During embryonic development, the stomach develops from a gastric pouch divided into 2 anatomical and functional parts: the oxyntic mucosa, which forms the gastric body and fundus, and the mucous-secreting mucosa, which forms the antrum [1]. Atrophic gastritis is caused by chronic infiltration of inflammatory cells into the lamina propria, which destroys the mucosal glands, decreasing mucosal secretion in the stomach. The two most common causes are Helicobacter pylori infection and autoimmunity [1-3]. Autoimmune gastritis (AIG) is caused by an auto‑antibody targeting of the parietal cell’s H+/K+ ATPase. These complexes periodically destroy parietal cells via an auto-reactivated CD4+ T-cell-mediated immune response and activation of cytotoxic T cells. AIG leads to widespread atrophy of the gastric body and fundus[3]. Continuous destruction of parietal cells decreases secretion of gastric acid and intrinsic factors, which causes increased gastrin secretion from G cells in the antrum. This leads to hyperplasia of enterochromaffin-like (ECL) cells that secrete histamine in the gastric body or fundus, which further leads to neuroendocrine tumor (NET) development. ECL cells are located in the deep oxyntic mucosal area in patients with AIG; similarly to subepithelial tumors (SET) of NETs [3,4]. Although EUS is the best method to distinguish SETs and NETs, tissue biopsy may be required for a precise diagnosis, as well as additional endoscopic or surgical resection. Tumor resection or biopsy is often recommended for SETs measuring >2 cm. However, endoscopic resection is considered for tumors <2 cm classified as NETs or tumors with uncertain histological characteristics [5]. The occurrence of SETs in AIG accounts for 5% of neoplastic diseases occurring in the gastric mucosa and management has not yet been established [6]. Here, we report the case of a patient diagnosed with AIG after a serologic test, endoscopy, and biopsy of a <2 cm fixed-form SET in the lower body of the stomach that required wedge resection for accurate diagnosis and treatment, which confirmed it to be schwannoma. This case was approved by the Institutional Review Board of Wonkwang university hospital (No. WKUH 2023-03-012). Informed consent for it was obtained from patient for publication of this study.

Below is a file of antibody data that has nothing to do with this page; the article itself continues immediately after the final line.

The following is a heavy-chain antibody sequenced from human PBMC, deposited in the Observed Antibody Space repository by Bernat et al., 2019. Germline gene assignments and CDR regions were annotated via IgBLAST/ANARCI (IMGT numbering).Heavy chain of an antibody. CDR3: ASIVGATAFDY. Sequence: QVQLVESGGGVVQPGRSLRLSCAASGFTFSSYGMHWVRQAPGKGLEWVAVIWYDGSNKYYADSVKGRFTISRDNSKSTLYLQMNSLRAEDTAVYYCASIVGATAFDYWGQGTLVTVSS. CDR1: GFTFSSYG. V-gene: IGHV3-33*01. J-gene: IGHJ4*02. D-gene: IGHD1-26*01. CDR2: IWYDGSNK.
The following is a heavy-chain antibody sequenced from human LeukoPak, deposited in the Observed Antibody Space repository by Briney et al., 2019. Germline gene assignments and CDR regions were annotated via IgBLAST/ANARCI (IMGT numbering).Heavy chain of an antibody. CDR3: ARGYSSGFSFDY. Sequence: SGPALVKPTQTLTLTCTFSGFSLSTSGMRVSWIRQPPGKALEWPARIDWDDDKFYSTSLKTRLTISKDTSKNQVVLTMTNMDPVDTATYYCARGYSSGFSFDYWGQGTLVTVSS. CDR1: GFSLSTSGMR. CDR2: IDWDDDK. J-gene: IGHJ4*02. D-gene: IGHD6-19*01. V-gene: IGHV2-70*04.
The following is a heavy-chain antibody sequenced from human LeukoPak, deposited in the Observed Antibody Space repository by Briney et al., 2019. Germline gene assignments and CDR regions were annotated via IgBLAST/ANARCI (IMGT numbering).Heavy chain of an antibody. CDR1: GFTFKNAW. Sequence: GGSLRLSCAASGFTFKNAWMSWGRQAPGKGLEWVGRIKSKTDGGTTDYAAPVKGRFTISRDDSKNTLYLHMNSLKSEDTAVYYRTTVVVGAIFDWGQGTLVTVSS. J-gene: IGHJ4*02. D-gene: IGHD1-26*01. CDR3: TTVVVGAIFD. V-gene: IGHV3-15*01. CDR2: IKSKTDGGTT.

A 54-year-old female patient presented at our hospital with a chief complaint of indigestion after meals for 2 years intermittently. At the time, the patient had chronic gastritis resulting from a previous hospital endoscopy, but had not undergone further testing and no previous endoscopic images were available. The patient was not treated for H. pylori infection, did not take any medications, including antacids and antibiotics, and had no underlying diseases for which she was undergoing regular follow-up examinations. We performed an upper gastrointestinal (GI) endoscopy, which revealed erythematous nodules, mucosal fold flattening, and atrophy on the greater curvature of the gastric body. However, there was no significant atrophy at the antrum area (Fig. 1). Serologic test results were pepsinogen Ⅰ level, 22.4 ng/mL; pepsinogen Ⅱ level, 13.2 ng/mL; and pepsinogen Ⅰ/Ⅱ ratio, 1.7. We found that serum gastrin level was high (205 pg/mL; reference value: 13~115 pg/mL), and that the anti-Helicobacter pylori antibody level was normal (0.73 U/mL; reference value: 0.0~0.89 U/mL). Upper GI endoscopy revealed atrophic gastritis in the gastric body and fundus, and a rapid urease test for H. pylori infection was negative. Hence, immunofluorescence analysis for anti-parietal cell antibodies was performed (Kallestad Mouse Stomach/Kidney; Bio-RAD, Hercules, CA, USA), which was positive. Biopsies were collected from the greater curvature of the gastric body and antrum. Notably, biopsy was performed on the slightly elevated erythematous nodule and the atrophic lesion at the greater curvature of the gastric body (Fig. 2A). From the antrum biopsy findings, the mucosa was found to be normal with no significant infiltration of inflammatory cells. However, biopsy performed in the body area showed inflammatory cell infiltration in the mucosal layer, confirming the AIG diagnosis. Inflammatory cell infiltration was significantly higher in the atrophic lesion than erythematous nodular lesion in the gastric body (Fig. 2B, C). Immunohistochemistry with chromogranin A was performed to compare ECL cells in the erythematous nodule area and the atrophic lesion in the gastric body; atrophic lesion had increased linear ECL cell hyperplasia compared to the erythematous nodular lesion (Fig. 2D, E). Upper GI endoscopy revealed a SET located at the greater curvature of the gastric lower body. The tumor measured slightly larger than 1 cm, did not show any rolling or cushion signs, and had a fixed shape (Fig. 3A). An abdominal computed tomography scan was performed to evaluate the SET size and location, which measured 1.2 cm and showed exophytic lesion in the gastric body (Fig. 3B). EUS showed a 1.1×0.8 cm oval tumor beneath the muscularis propria (Fig. 3C). The patient wanted the lesion excised and a wedge resection was performed for treatment and biopsy. The tumor’s dimensions and weight were 1.5×1 cm and 6 g, respectively, and it had a smooth surface. The inner surface of the tumor was gray, and biopsy findings revealed interlacing bundles of spindle cells (Fig. 3D). Simultaneously, immunohistochemical staining for S-100 protein was performed, and schwannoma was diagnosed with the positive findings (Fig. 3E). One month postoperatively, the patient no longer complained of GI symptoms.